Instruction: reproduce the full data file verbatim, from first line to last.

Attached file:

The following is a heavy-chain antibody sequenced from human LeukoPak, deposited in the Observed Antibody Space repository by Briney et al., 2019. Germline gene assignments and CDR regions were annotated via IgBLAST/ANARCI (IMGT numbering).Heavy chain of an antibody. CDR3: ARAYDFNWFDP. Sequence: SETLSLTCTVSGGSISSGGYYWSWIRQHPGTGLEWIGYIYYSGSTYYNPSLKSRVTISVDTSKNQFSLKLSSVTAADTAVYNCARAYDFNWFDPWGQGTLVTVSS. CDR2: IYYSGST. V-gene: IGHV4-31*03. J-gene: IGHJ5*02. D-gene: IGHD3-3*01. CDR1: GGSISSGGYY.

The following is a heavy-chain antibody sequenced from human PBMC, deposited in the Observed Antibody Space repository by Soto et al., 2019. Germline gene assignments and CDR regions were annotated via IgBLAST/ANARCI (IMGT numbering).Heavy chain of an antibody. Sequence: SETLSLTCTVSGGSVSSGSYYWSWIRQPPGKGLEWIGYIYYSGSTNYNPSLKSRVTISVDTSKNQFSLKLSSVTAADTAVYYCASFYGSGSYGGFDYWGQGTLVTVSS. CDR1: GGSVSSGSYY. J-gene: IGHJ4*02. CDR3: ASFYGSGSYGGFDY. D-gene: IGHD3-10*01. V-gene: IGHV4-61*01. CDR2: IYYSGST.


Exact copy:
The following is a heavy-chain antibody sequenced from human LeukoPak, deposited in the Observed Antibody Space repository by Briney et al., 2019. Germline gene assignments and CDR regions were annotated via IgBLAST/ANARCI (IMGT numbering).Heavy chain of an antibody. CDR3: ARAYDFNWFDP. Sequence: SETLSLTCTVSGGSISSGGYYWSWIRQHPGTGLEWIGYIYYSGSTYYNPSLKSRVTISVDTSKNQFSLKLSSVTAADTAVYNCARAYDFNWFDPWGQGTLVTVSS. CDR2: IYYSGST. V-gene: IGHV4-31*03. J-gene: IGHJ5*02. D-gene: IGHD3-3*01. CDR1: GGSISSGGYY.

The following is a heavy-chain antibody sequenced from human PBMC, deposited in the Observed Antibody Space repository by Soto et al., 2019. Germline gene assignments and CDR regions were annotated via IgBLAST/ANARCI (IMGT numbering).Heavy chain of an antibody. Sequence: SETLSLTCTVSGGSVSSGSYYWSWIRQPPGKGLEWIGYIYYSGSTNYNPSLKSRVTISVDTSKNQFSLKLSSVTAADTAVYYCASFYGSGSYGGFDYWGQGTLVTVSS. CDR1: GGSVSSGSYY. J-gene: IGHJ4*02. CDR3: ASFYGSGSYGGFDY. D-gene: IGHD3-10*01. V-gene: IGHV4-61*01. CDR2: IYYSGST.